Retroviruses are known to cause uncommon neurological disorders that have a relapsing and remitting pattern similar to CFS. In 1991, a team of researchers led by Dr. Elaine DeFreitas published evidence suggesting that a human T lymphocytic virus type II (HTVL-II)-like retrovirus was present in the lymphocytes of CFS patients and might be the cause of their symptoms.11 Other preliminary evidence of possible retroviral involvement in CFS
has been published. Dr. W. John Martin of California reported an association of CFS with a "stealth
virus." 12 Dr. Sidney Grossberg of Wisconsin discovered a new virus, called the "JHK" virus,
in a CFS patient. Subsequent study by other laboratories failed to reproduce any of these results.13,
XMRV, a retrovirus in the gammaretrovirus family that has been associated with prostate cancer, was first linked to CFS by researchers at the Whittemore Peterson Institute, Cleveland Clinic and National Cancer Institute. Another positive study from researchers at the Food and Drug Administration, National Institutes of Health and Harvard Medical School, found evidence of polytropic murine leukemia virus-related (MLV) sequences in 87% of 37 CFS patients.16 XMRV and MLV's are part of the same family of retroviruses. However, seven other groups have not been able to detect XMRV or MLV sequences using polymerase chain reaction. More studies are underway and other methods for testing for viruses are being employed.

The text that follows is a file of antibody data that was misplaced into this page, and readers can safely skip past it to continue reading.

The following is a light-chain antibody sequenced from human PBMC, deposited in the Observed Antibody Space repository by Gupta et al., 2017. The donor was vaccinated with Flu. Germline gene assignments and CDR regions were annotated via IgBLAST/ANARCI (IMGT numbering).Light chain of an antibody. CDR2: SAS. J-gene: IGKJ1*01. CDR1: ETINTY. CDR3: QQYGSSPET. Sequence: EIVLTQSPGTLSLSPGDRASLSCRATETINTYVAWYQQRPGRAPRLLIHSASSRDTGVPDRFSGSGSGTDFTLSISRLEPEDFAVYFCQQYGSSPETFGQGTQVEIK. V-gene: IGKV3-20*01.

Researchers in the United Kingdom have focused on enteroviruses, which include polio and Coxsackie virus, as a possible cause of CFS. So far, there has been no conclusive genetic evidence for the presence of enterovirus in CFS patients.17, 18 More recently, Dr. John Chia has published studies that indicate the presence of enteroviruses in gastrointestinal tract.19 The results of muscle biopsies do not rule out enterovirus as a causative agent, but suggest that CFS is not dependent on a persistent enterovirus infection.1
Dr. Martin Lerner, an infectious disease specialist and clinical professor at Wayne State University School
of Medicine, has suggested a possible connection between CFS and continuing or reactivated cardiac infection
by EBV or cytomegalovirus.20 Dr. Lerner presented data to back up his theory at an international
medical meeting in October 2000. He reported that in two small studies, 95 percent of CFS patients
tested by holter monitoring had subnormal electrocardiograms indicating heart damage.21 It